Will the lights go out?
Could Birmingham do an industrial-city version of what’s been achieved on the Isle of Eigg; i.e. become energy self-sufficient?
The islanders have achieved much through the demand side. Here in Birmingham, we’re about to do something radical on the supply side.
Aston’s EBRI looks set to be the beginning of a game-changer — and in the first instance for Birmingham.
Talk with Professor Andreas Hornung, as I did on Wednesday, and you begin to get a glimmer of the exciting possibilities in having a distributed system to provide heat and power in a city such as ours.
Post-industrial cities like Birmingham have swathes of derelict land, plus the detritus of its people, in our case, about a million of us. This land and our waste are both resources which, with imagination and investment, can provide us with much of the heat and electricity we need — and by a carbon negative process.
It’s a small building, and this will include both the power plant and some labs. The power plant itself will be roughly 10x12m, and about three storeys high, the size of a modest house — you can’t scale the process up much, so you need small-sized plant.
Plonk another 12-15 of them in a ‘thermal ring’ around the city which, technically, can easily be done by 2026. If this happens, the City Council’s consumption of £25M/year worth of power is sorted, plus waste disposal costs of £40M are saved as this ‘waste’ is now valuable fuel for the power plants.
The city’s total import of electricity is £1.6bn every year, a sufficiently large market to interest suppliers. The build-cost for an EBRI-style plant is currently around £24M, an amount that should drop to around £14M over the next decade or so — a modest investment for the likes of a power company.
There will also be the opportunity to build very small-scale power plants, coming in at around £1.5M (the price of a posh home in this city or a banker’s bonus in London). These power plants would be particularly cost-efficient for sites that have biomass ‘waste’ of some kind or other.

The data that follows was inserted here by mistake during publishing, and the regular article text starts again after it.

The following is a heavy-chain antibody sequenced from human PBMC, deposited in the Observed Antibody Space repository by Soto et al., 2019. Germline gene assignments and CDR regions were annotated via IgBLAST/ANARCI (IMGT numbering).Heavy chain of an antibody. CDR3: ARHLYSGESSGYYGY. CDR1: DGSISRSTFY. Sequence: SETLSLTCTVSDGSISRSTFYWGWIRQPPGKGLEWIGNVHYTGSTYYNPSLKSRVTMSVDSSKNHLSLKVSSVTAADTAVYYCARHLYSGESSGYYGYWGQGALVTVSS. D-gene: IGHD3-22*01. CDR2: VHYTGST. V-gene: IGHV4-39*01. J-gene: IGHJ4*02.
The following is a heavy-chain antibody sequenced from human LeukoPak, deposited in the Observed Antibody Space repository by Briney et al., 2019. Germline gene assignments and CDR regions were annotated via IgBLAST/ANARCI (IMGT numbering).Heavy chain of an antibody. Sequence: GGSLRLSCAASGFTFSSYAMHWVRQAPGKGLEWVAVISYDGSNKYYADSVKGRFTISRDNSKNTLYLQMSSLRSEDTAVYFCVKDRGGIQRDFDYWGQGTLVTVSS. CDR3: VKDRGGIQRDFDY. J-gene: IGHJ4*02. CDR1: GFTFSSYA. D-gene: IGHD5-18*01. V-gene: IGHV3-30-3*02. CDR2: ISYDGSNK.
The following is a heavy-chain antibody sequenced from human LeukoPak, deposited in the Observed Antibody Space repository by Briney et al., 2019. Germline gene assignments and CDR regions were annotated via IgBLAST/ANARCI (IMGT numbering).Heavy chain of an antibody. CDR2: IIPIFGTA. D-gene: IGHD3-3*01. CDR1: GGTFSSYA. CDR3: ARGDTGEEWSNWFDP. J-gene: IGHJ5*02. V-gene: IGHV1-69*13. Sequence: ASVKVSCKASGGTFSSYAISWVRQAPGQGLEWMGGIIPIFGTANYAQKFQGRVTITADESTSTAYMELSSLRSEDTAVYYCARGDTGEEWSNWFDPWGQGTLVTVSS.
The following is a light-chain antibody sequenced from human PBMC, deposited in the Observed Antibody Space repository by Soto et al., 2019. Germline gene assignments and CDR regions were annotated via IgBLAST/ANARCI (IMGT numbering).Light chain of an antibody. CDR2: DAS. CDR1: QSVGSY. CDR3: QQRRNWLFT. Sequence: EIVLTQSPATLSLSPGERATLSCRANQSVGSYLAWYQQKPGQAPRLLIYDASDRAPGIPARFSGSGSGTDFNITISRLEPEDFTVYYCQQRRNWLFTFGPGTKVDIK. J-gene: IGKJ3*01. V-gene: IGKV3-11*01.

But (and it may be a big “but”), this presupposes people would be happy to have a small power plant close by, perhaps literally at the bottom of the garden.
There’s also an absolute limiting factor on Birmingham becoming heat and energy self-sufficient by a distributed system based on the EBRI carbon-negative process. It’s fuel; i.e. how much biomass the million of us create.
Not enough . . . nonetheless, the million of us produce a great deal. The thermal ring itself could single-handedly achieve the city’s 2026 target to reduce the city’s carbon footprint by 60%. We could go far beyond it — and thereby keep our lights on.
Keeping the lights on? On a national level, there’s a very different story.
Last night Professor Martin Freer engaged a Lunar Society audience in a interesting if sobering assessment of energy security; i.e. what’s needed to keep UK citizens in the lifestyle to which we’ve become accustomed.
There are two main drivers: increasing energy use by consumers, and the Climate Change Act 2008 which commits the UK to an 80% reduction in greenhouse gases from a 1990 baseline.
The supply side in a nutshell: To achieve carbon emission targets and keep the lights on, we need a substantial investment in nuclear power; coal and gas will have to be phased out and renewables just won’t do it. But to date, no organisation will invest the £5bn a pop that’s needed just to replace our existing aged nuclear power plants, let alone think about building more.
This is “the energy gap”, a gap that’ll first hit our pockets when much higher energy prices kick in and then, some say, it’ll be lights-out from time to time.
Expect a change in the Climate Change Act 2008 sometime around 2015. Most of us won’t notice the politico-manoeuvring of clause this and clause that. But it’d create a searingly difficult time for our children and grandchildren.
Even if Birmingham does become largely energy self-sufficient, the impact of the national energy gap would be felt hard here too, really hard.
I have no idea what the implications of all of the above would be on Birmingham’s food futures in 2050. And that’s exactly why I met with Andreas this week. In early summer, the New Optimists Forum will explore What It Could All Mean.
I’ll be posting more info about the part Andreas and some of the other scientists will be playing as and when we do the detailed planning.
Martin Freer’s presentation (as a pdf)
Climate Change Committee Renewable Energy Review published in May 2011
Sustainable Energy – Without the Hot Air — the hugely informative book by David MacKay FRS. Or you can download a pdf version for free from here.
And you can hear from Andreas himself in this Aston University video: